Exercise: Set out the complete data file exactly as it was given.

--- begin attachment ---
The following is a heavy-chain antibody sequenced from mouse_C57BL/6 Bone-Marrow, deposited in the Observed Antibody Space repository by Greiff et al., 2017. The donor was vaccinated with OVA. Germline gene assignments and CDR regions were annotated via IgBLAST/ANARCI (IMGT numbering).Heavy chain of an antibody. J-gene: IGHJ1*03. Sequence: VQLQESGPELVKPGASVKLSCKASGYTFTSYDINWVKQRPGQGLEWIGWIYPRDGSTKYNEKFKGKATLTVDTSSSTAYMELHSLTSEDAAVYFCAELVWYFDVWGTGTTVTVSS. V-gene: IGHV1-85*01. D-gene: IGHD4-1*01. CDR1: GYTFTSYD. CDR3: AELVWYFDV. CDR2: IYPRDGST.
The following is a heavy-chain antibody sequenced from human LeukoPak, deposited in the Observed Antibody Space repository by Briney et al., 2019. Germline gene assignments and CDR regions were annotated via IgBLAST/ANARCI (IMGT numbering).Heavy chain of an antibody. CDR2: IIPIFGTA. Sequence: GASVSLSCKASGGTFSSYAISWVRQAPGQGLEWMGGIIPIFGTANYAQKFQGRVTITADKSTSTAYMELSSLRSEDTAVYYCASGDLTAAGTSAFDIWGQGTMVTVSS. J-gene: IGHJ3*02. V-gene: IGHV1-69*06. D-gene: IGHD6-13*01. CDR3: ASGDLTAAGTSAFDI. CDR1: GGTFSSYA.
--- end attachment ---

The following is a heavy-chain antibody sequenced from mouse_C57BL/6 Bone-Marrow, deposited in the Observed Antibody Space repository by Greiff et al., 2017. The donor was vaccinated with OVA. Germline gene assignments and CDR regions were annotated via IgBLAST/ANARCI (IMGT numbering).Heavy chain of an antibody. J-gene: IGHJ1*03. Sequence: VQLQESGPELVKPGASVKLSCKASGYTFTSYDINWVKQRPGQGLEWIGWIYPRDGSTKYNEKFKGKATLTVDTSSSTAYMELHSLTSEDAAVYFCAELVWYFDVWGTGTTVTVSS. V-gene: IGHV1-85*01. D-gene: IGHD4-1*01. CDR1: GYTFTSYD. CDR3: AELVWYFDV. CDR2: IYPRDGST.
The following is a heavy-chain antibody sequenced from human LeukoPak, deposited in the Observed Antibody Space repository by Briney et al., 2019. Germline gene assignments and CDR regions were annotated via IgBLAST/ANARCI (IMGT numbering).Heavy chain of an antibody. CDR2: IIPIFGTA. Sequence: GASVSLSCKASGGTFSSYAISWVRQAPGQGLEWMGGIIPIFGTANYAQKFQGRVTITADKSTSTAYMELSSLRSEDTAVYYCASGDLTAAGTSAFDIWGQGTMVTVSS. J-gene: IGHJ3*02. V-gene: IGHV1-69*06. D-gene: IGHD6-13*01. CDR3: ASGDLTAAGTSAFDI. CDR1: GGTFSSYA.